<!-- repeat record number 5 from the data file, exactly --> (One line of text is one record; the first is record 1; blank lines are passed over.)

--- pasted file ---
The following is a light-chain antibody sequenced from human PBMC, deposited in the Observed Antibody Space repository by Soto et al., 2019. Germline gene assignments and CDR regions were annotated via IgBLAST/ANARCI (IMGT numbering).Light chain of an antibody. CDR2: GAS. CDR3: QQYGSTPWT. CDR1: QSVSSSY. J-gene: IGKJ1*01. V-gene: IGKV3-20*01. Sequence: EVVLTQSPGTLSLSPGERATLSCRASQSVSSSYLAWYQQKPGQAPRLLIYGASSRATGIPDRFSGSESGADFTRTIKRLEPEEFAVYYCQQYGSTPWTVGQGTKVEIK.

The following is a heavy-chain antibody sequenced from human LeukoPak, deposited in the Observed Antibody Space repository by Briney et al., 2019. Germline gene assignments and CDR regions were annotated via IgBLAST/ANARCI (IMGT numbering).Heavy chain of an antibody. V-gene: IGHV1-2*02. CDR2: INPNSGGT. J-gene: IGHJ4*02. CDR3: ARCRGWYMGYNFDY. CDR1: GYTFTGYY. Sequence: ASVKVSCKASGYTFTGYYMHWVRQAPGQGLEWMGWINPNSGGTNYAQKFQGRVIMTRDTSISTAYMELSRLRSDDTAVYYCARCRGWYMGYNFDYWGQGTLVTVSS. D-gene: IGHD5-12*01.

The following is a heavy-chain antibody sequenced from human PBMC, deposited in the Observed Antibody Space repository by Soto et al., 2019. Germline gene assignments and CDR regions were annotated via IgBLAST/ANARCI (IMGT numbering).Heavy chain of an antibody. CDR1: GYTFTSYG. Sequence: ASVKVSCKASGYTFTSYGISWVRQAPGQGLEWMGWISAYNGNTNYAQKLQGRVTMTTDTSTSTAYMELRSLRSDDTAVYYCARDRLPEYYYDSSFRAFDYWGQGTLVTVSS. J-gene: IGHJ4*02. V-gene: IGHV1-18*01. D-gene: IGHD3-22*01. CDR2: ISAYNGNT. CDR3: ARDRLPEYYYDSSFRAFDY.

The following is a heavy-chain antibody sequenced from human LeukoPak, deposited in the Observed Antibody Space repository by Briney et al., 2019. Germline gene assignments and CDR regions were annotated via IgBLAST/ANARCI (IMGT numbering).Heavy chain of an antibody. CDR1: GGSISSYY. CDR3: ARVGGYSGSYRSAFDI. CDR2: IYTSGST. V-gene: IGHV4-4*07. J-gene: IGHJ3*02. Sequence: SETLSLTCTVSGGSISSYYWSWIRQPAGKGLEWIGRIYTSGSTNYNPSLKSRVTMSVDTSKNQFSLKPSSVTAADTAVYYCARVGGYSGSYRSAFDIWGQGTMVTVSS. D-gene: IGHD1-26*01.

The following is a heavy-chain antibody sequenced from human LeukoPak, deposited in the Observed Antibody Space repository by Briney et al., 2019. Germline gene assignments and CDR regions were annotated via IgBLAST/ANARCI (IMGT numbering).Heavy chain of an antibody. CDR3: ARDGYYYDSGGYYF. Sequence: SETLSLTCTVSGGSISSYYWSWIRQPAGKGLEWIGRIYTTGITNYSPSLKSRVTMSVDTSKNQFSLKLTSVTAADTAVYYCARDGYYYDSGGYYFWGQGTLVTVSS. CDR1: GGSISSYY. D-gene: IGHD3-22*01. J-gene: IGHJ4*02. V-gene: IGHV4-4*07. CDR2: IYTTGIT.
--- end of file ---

The following is a heavy-chain antibody sequenced from human LeukoPak, deposited in the Observed Antibody Space repository by Briney et al., 2019. Germline gene assignments and CDR regions were annotated via IgBLAST/ANARCI (IMGT numbering).Heavy chain of an antibody. CDR3: ARDGYYYDSGGYYF. Sequence: SETLSLTCTVSGGSISSYYWSWIRQPAGKGLEWIGRIYTTGITNYSPSLKSRVTMSVDTSKNQFSLKLTSVTAADTAVYYCARDGYYYDSGGYYFWGQGTLVTVSS. CDR1: GGSISSYY. D-gene: IGHD3-22*01. J-gene: IGHJ4*02. V-gene: IGHV4-4*07. CDR2: IYTTGIT.